• Support existing multilateral mechanisms: The U.S. was one of the so-called Guarantors to the CPA when it was signed in 2005, along with the U.K., Norway, Netherlands, Egypt, Italy, and the following institutions: African Union (A.U.), European Union (E.U.), Arab League, and the U.N. President Obama should now mobilize this group of international actors to help ensure the CPA is implemented and to avoid a return to violence, including by supporting existing multilateral mechanisms such as the A.U.-U.N. Consultative Forum and the A.U. High-Level Implementation Panel for Sudan.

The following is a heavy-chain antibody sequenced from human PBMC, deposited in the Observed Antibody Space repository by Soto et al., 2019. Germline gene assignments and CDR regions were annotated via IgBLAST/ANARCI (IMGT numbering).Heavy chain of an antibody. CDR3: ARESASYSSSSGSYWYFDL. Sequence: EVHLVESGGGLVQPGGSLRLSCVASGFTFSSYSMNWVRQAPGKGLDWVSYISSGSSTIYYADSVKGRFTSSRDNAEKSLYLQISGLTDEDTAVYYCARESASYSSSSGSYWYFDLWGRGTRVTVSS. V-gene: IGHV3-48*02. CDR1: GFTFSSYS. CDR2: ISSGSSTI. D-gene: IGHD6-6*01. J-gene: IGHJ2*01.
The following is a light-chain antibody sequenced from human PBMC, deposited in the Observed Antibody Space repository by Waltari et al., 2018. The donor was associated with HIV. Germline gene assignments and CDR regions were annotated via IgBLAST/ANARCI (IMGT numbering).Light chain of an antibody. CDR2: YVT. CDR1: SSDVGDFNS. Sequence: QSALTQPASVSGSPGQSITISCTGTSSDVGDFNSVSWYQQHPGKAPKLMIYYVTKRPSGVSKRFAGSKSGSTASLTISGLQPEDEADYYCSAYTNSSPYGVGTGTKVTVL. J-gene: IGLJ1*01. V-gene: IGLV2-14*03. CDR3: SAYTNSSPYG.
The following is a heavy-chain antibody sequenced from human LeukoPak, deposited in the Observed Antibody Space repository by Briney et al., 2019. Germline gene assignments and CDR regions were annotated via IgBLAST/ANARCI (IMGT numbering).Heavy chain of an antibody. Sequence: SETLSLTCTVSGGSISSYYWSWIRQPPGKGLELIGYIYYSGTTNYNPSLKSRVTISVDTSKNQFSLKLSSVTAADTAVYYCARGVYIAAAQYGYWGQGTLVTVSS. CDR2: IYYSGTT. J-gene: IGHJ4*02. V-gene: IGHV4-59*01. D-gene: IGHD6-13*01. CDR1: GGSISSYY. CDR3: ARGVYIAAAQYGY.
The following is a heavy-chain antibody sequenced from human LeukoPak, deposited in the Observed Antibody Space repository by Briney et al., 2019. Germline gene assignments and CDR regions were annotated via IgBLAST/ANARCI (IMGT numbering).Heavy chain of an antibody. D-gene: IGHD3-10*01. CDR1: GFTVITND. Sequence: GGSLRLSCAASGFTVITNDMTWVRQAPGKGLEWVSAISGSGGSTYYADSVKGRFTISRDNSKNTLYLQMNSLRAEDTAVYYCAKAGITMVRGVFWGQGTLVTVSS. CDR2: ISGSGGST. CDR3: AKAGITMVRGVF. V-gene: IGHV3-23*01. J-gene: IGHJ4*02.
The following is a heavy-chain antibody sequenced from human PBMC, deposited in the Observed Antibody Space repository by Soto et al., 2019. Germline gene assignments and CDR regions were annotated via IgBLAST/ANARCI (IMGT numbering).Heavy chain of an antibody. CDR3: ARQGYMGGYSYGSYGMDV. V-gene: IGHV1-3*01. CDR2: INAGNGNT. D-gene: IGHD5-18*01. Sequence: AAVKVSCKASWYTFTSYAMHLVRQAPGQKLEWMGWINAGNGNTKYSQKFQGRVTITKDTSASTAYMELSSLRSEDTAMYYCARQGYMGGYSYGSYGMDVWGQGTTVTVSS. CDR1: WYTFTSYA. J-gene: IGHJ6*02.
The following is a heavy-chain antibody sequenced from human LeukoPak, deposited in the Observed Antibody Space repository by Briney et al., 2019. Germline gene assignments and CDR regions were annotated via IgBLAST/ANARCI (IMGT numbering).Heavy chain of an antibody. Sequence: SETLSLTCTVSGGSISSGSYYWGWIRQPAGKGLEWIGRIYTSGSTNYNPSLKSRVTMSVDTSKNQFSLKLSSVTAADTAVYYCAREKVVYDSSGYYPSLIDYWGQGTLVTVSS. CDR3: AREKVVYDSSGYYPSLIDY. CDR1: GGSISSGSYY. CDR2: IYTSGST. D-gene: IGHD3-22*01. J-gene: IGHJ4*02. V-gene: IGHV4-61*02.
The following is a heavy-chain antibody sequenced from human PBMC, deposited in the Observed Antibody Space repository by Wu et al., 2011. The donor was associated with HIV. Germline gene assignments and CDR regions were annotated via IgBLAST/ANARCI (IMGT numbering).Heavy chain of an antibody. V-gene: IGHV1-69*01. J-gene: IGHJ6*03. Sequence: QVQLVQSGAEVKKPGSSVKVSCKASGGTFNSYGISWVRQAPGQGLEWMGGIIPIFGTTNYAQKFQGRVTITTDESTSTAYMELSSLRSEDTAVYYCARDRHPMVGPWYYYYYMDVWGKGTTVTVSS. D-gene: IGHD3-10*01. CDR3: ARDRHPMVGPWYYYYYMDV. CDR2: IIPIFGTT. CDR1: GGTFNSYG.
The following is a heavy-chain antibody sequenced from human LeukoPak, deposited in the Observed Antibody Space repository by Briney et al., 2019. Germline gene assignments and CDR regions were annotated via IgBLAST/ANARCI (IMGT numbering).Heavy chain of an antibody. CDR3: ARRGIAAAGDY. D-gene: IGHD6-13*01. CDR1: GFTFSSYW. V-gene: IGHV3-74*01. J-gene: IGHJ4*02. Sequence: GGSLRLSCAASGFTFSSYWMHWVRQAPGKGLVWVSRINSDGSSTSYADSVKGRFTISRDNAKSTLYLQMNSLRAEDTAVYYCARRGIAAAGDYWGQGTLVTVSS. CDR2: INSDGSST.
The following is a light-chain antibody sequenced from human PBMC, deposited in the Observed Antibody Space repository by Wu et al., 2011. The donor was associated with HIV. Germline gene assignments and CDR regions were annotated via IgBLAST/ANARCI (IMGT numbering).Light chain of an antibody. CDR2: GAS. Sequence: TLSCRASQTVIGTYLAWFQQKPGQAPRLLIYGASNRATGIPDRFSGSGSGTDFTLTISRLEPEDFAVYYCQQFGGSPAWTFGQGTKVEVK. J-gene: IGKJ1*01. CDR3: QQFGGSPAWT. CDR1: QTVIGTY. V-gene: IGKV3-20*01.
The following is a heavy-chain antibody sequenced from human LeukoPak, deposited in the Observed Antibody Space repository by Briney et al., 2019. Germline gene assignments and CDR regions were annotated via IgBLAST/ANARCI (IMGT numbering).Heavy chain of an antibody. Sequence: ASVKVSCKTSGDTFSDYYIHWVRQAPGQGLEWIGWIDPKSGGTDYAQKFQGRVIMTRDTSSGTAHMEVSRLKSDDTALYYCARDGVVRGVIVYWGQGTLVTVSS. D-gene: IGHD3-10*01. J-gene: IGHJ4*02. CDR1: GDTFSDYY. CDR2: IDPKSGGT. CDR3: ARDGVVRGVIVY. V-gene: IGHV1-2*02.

• Engage key countries with leverage in Sudan: While broad international engagement on Sudan is needed at this moment, there are certain countries with strong ties to the Government of Sudan and therefore with particular leverage that the U.S. should seek to enlist. China’s role as a major economic partner of Khartoum and as a significant source of arms flows to the Sudanese government throughout its campaign of atrocities in Darfur warrants particular attention. President Obama should encourage China to use its relationship to help pave the way for smooth referenda and for a peaceful outcome to those votes. Not only China but also other countries such as Russia, Chad, and the UAE, which have been sources or transit points for military materials and other critical goods and services that have helped sustain the capacity of armed forces to commit atrocities in Darfur, should be urged by the U.S. to act as constructive stakeholders and avoid enabling atrocities anywhere in Sudan.